The sonic landscape of this tune seems to match the thematic content, even if that might not be expected. Even if this song can be looked upon as a standard lost-love folk tune, it touches on other themes as well that go beyond any one tradition. This song is about transformation. Read more
Listen to this track by American folk music dynasty member and Brooklyn NY born storytelling singer-songwriter Arlo Guthrie. It’s “Alice’s Restaurant Massacree”, an epic length story-song that appears on his 1967 debut album, appropriately titled Alice’s Restaurant.
This song is his most famous even now, based on real people and real life events, and delivered in a “talking blues” style made popular by his legendary dad, Woody Guthrie. It would prove to be an enduring song even if it is longer than most; 18 minutes and change, depending on the version, of which there are now quite a few. Most of that running time consists of a spoken-word delivery with a circular ragtime style finger-picking vamp behind it. Unconventional as it is, it got Arlo Guthrie a recording contract after his live performances of the song caught the attention of underground radio, who got a hold of a live recording. It was even adapted into a full length feature film in 1969 directed by Arthur Penn, and starring Arlo Guthrie playing a version of himself.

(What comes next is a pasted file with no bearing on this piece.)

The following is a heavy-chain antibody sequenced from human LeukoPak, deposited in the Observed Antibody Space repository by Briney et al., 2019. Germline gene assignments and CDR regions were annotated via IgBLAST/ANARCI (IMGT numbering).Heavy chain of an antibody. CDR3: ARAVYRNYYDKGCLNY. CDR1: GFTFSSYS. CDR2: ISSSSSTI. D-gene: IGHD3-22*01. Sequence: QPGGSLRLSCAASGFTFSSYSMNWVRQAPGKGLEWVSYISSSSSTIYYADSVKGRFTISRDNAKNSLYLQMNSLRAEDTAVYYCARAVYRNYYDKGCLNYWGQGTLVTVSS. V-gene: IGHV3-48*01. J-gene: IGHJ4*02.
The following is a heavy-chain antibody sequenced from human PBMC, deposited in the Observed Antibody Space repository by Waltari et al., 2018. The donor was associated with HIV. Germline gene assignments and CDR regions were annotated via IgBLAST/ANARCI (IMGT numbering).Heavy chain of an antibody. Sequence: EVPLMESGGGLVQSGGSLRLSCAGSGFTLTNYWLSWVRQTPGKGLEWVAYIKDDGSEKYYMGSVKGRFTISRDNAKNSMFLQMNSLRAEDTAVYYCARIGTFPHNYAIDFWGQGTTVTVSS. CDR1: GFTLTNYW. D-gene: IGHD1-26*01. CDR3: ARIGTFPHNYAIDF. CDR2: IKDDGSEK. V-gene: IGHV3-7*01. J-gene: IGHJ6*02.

Because the story initially takes place during the Thanksgiving holiday, it’s now often given airplay during that time of the year, having celebrated it’s fiftieth year this past November. But, the themes the song deals with go beyond a single time of year or occasion. Maybe that’s why it was such a hit, despite the level of commitment it asked of listeners during a time when three minute songs were the order of the day. Read more
Listen to this track by actual rock ‘n’ roll rebels from the sahara region of northern Mali and Algeria, Tinariwen. It’s “Matadjem Yinmixan”, a key track as taken from their 2007 album, directly translated as “water is life” from the Tuareg language tamasheq native to the band . This title is perhaps of no surprise given the band’s origins, and even their name, which in English means “deserts”.